Welcome to Messina!

The game formerly known has Kepler has a new name and a new home… During early playtesting, the game was named after the scientist who described the basics of planetary motion, in keeping with the tradition of naming exoplanets Kepler-X, where X is a letter-number combination.

Another board game is being released with a similar name, so I figured it was time to choose a name that can see this project through to completion.

Messina is the name associated with the legendary straits in Greek mythology that Odysseus had to pass through on his famous journey, described in Homer’s Odyssey, Book XII. The straits were guarded by Scylla and Charybdis, two immortal and irresistible monsters.

Henry Fuseli’s painting of Odysseus facing the choice between Scylla and Charybdis.

According to Wikpedia:

Scylla was rationalized as a rock shoal (described as a six-headed sea monster) on the Italian side of the strait and Charybdis was a whirlpool off the coast of Sicily. They were regarded as a sea hazard located close enough to each other that they posed an inescapable threat to passing sailors; avoiding Charybdis meant passing too close to Scylla and vice versa. According to Homer, Odysseus was forced to choose which monster to confront while passing through the strait; he opted to pass by Scylla and lose only a few sailors, rather than risk the loss of his entire ship in the whirlpool.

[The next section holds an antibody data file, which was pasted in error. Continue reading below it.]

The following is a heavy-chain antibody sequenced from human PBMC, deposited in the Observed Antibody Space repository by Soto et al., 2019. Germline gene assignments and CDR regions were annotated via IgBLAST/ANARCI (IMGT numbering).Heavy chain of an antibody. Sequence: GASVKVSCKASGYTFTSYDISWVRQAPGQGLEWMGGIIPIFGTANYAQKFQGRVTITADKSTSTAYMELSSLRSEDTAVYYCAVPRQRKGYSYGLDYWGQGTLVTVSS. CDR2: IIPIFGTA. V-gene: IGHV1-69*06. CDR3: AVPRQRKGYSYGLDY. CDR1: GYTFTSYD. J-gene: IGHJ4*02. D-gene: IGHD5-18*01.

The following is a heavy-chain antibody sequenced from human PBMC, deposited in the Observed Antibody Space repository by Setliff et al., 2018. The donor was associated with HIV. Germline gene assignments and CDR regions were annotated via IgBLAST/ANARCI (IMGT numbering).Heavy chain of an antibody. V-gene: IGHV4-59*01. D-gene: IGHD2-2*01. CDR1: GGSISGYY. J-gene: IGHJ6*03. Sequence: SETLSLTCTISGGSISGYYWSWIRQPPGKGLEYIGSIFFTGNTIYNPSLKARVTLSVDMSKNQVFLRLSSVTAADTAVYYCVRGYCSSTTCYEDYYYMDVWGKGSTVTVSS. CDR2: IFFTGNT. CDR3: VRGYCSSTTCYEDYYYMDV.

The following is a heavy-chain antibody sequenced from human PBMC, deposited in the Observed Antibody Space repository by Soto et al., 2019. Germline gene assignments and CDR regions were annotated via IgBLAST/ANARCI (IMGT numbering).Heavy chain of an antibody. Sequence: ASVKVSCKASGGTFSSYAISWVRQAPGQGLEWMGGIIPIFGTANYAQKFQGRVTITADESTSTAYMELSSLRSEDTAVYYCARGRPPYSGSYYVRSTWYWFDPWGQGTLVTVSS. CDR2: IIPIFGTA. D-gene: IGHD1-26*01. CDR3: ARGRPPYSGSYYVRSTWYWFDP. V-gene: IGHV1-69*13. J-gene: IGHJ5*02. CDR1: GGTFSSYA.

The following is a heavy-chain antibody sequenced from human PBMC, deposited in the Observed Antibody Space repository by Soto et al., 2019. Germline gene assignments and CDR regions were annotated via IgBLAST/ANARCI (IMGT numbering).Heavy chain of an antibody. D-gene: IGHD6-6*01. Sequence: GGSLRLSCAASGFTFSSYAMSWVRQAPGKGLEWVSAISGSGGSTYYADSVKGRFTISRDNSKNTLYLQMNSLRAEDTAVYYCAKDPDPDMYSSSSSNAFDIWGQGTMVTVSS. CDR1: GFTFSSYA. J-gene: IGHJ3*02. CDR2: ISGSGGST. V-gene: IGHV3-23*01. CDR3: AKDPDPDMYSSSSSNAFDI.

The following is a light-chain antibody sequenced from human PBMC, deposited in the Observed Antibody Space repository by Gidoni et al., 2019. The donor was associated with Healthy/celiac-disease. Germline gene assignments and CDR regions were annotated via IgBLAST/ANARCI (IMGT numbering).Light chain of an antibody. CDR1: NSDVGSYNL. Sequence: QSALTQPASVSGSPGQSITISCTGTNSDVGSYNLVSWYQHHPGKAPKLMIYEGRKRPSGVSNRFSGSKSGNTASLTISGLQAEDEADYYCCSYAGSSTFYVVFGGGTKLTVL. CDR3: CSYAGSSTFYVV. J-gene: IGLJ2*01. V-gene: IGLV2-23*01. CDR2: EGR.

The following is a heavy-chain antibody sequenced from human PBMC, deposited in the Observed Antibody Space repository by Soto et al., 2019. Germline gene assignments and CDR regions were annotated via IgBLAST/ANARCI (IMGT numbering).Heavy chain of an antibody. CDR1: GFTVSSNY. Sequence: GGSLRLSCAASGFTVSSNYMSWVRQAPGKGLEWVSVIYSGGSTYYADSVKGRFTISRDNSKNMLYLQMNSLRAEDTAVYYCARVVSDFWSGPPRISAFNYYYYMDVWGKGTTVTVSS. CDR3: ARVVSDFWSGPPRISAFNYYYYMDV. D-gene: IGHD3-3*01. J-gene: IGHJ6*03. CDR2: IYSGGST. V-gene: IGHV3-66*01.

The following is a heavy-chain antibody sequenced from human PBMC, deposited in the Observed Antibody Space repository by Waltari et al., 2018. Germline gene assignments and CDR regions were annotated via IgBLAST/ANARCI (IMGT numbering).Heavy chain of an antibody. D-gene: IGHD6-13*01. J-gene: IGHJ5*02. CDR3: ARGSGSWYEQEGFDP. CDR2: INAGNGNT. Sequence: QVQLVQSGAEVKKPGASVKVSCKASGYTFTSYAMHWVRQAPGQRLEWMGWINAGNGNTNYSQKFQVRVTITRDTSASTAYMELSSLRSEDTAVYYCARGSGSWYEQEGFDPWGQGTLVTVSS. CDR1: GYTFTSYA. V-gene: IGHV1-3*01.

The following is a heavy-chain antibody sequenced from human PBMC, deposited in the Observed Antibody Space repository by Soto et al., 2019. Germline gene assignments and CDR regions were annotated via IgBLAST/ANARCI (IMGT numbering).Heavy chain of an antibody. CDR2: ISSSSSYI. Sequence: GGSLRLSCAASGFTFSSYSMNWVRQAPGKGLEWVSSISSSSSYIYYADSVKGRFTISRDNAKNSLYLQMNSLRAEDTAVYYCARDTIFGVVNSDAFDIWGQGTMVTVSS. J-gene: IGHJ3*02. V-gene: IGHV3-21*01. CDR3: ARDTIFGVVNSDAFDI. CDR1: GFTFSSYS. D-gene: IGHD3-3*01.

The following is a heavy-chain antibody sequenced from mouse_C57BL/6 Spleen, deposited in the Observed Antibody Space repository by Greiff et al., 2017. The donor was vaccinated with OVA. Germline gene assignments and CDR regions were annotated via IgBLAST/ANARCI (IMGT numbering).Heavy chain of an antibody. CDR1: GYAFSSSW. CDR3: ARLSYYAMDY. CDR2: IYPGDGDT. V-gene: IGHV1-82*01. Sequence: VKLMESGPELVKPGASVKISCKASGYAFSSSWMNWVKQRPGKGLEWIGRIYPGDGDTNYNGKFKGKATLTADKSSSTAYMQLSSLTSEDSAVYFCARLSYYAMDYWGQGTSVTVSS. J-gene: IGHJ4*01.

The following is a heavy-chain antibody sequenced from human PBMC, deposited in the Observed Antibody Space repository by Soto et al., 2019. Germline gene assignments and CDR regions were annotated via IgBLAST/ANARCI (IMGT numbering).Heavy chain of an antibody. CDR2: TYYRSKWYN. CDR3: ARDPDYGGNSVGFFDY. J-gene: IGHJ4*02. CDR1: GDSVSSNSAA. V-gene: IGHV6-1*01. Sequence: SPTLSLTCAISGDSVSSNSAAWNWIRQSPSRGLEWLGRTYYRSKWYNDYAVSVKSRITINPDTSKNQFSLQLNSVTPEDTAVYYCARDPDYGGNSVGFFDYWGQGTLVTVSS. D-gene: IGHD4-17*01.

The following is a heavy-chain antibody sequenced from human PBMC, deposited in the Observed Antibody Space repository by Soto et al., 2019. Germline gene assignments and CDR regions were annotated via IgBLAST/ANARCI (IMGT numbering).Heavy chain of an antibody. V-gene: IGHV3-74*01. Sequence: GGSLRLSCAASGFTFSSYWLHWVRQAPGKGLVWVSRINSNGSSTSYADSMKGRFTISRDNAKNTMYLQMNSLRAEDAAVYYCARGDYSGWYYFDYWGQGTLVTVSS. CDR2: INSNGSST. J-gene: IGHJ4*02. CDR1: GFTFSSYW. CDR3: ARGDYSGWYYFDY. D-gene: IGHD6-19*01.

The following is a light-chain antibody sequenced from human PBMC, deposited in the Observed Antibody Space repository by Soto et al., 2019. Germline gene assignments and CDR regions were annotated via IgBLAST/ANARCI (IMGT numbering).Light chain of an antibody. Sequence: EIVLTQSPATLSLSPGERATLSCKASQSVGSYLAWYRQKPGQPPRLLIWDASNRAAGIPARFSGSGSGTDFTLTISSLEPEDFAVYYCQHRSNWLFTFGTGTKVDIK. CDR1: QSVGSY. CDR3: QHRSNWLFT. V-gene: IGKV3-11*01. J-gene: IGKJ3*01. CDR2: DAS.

Like Odysseus in the Straits of Messina, life on the planet Messina faces perils on either side: the northern hemisphere is tidally locked to the planet’s sun, and is scorching hot; the southern hemisphere lies in perpetual dark, and is frozen. Between them lies a narrow equatorial band with conditions suitable for life. The human settlers of the planet Messina have also honoured Homer’s monsters by naming the two Poles: Charybdis (in the north), and Scylla (in the South).


One thought on “Welcome to Messina!”

  1. While the site is being built, you can expect to see the names Kepler and Messina being used interchangeably.

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